Today she lives outside Sedona, Arizona. Her husband, David, a retired civil engineer, helps Lindsay and her mother, Ruth, run the fruit orchard, greenhouse and the many, many flower planters where Lindsay makes her healing flower essences. She has her horse, Cinnamon, a golden retriever named Rocky and nine cats.

Lindsay loves to hear from her readers and loves to know what they'd like to see her write next.

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Read an Excerpt

The white wolf was howling again. Hovering between sleep and wakefulness, Dain Phillips heard himself moan as the wolf's lonely, serrating howl cut through him, opening up that gulf of dark fear within. Dying. He was dying. Only six months more to live…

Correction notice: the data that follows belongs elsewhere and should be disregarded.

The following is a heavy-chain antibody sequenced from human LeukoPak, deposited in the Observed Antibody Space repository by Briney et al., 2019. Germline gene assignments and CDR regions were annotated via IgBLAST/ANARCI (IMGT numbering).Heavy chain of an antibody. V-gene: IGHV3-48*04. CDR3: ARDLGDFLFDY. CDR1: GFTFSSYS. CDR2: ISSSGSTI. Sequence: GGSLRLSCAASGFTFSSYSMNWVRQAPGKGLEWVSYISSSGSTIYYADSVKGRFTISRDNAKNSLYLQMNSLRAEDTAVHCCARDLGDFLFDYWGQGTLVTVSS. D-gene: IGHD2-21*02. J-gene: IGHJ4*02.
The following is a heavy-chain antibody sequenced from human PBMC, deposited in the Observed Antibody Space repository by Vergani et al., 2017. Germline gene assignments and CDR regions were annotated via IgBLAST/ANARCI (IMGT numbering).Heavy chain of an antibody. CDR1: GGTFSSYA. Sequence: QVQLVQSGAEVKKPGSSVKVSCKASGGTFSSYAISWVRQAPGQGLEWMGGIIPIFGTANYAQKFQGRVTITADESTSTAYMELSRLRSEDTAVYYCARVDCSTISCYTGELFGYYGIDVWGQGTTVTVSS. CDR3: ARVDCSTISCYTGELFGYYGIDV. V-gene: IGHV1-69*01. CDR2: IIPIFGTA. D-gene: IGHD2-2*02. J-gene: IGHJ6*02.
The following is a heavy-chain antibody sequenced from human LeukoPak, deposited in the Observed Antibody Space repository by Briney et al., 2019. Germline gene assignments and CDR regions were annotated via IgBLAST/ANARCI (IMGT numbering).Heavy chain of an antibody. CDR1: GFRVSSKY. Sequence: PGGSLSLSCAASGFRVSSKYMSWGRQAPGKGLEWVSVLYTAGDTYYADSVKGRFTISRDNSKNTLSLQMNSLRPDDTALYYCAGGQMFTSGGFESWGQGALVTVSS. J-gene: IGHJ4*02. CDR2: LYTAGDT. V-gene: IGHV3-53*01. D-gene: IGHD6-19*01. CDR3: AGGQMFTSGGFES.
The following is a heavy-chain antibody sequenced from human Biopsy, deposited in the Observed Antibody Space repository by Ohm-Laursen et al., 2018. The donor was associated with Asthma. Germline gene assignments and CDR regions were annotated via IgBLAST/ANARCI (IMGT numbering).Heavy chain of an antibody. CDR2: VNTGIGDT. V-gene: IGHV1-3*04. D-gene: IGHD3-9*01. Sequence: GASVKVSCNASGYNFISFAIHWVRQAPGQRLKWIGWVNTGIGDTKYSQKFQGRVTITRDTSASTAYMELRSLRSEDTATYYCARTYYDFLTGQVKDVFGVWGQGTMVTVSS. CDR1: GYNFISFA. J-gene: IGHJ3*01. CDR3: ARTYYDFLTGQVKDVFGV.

He drifted back to his dream, a hazy, golden colored world where he could see the radiance of the wolf's coat as the animal stood forlornly upon a red sandstone bluff, nose lifted toward the black sky. Again the baying voice stabbed through Dain, tearing at him, making him sweat–making him want to cry out like a frightened little boy.

Oh, God, no! Dain groaned, flailing around on the bed, tearing the sheets from their anchoring points and knocking a pillow onto the floor. Sweat covered him, tiny rivulets trickling down his temples. The urge to scream filled him—to cry out in absolute rage and terror. He didn't want to die, damn it! He wanted to live! Live!